When I was elementary school, we got to go on the occasional low-key field trip, like a day hike in a county park to identify local wildflowers. A trip to a private primate sanctuary would have been beyond imagining.
But that’s what a group of lucky students from Mason Preparatory School in Charleston got to do last month. As part of the MasonFEST “Meet the Gibbons” science program, about 10 kids and a similar number of parents, under the guidance of science teacher (and IPPL volunteer) Cindy Renkas, came by for a special tour.
Three of our animal caregivers (Meg, Samantha, and Stacy) told the group of the daily routine at the sanctuary and about the gibbons who call this place home. The children got to see for themselves some of our gibbons’ individual personalities and quirks, like Maui and Speedy playing tag or Elizabeth sucking her thumb.
The parents were at least as eager as the kids to be here and asked lots of questions. One mother came even though her two children had previous commitments and couldn’t attend themselves!
The children were for the most part quiet and restrained—except when it came time to hand out the treats they had made especially for our little apes. Then the competition became fierce for Samantha’s attention: the kids would hand her their homemade creations and see how the gibbons reacted when Samantha presented each one.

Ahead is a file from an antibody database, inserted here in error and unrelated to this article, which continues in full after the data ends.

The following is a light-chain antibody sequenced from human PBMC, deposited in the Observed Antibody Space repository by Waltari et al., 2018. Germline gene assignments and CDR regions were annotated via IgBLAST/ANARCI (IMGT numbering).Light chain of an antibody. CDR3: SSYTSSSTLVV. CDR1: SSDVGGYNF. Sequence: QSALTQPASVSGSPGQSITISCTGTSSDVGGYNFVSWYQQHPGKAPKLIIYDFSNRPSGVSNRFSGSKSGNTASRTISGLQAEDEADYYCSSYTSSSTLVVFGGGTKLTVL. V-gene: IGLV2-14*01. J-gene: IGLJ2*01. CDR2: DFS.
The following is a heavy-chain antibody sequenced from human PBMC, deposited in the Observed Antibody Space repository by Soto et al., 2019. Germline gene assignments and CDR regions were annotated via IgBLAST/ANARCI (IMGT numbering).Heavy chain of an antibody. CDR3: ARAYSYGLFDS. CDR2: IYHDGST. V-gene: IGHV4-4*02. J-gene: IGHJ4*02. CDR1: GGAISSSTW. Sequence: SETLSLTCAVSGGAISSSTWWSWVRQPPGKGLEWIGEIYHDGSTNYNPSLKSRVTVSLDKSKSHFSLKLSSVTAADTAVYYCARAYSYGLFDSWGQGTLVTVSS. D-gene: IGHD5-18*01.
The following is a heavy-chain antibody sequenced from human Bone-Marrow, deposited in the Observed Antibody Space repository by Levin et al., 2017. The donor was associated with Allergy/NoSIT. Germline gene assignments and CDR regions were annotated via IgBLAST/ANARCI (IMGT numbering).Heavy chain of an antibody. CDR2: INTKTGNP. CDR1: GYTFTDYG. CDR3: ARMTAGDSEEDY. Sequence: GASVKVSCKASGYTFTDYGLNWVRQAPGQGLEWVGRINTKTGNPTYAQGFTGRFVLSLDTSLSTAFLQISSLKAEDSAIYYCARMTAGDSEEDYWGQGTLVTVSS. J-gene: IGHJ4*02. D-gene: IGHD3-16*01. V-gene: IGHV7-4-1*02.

The treats on offer this time were ice cream cones filled with a variety of fruits, nuts, and seeds. Everyone had come up with a different combination of items, including some we don’t see here too often (like flax seeds and mandarin orange segments). Here are Cindy’s instructions:
Six or so wafer style ice cream cones filled with fruits and nuts (the wafer cones have the flat bottoms; please do not use the pointed bottom sugar cones—they are higher in sugar content). Fruits can be fresh or dried. The gibbons love all kinds of berries, mango, apples, grapes, raisins, etc. Dried, unsweetened coconut is another option. All kinds of nuts are good. Please do not include any candy.
For some reason, a number of the gibbons thought it would be a good idea to eat their cones from the bottom up, never mind that this meant most of the yummy contents would spill out.
Some (like Elsa) would pick out items from the cone one at time, and others (like Courtney) would flick through the contents, casting aside less interesting pieces (her companion Whoop-Whoop got those)… all while Samantha stood there like the Statue of Liberty holding aloft a treat-filled cone. Until her arm got tired.
- Africa (26)
- Americas (2)
- Asia (8)
- Blog (191)
- Bushmeat (1)
- Global Partner Organizations (29)
- International Primate Trade (4)
- IPPL Advocacy (23)
- IPPL Sanctuary (82)
- IPPL Spotlight (9)
- Meet Our Gibbons (37)
- Our Global Partners (14)
- Partner Spotlight (6)
- Pet Primates (4)
- Primate Labs (2)
- Primates in Entertainment (2)
- Remembering (7)
- Success Stories (7)
- Zoos (1)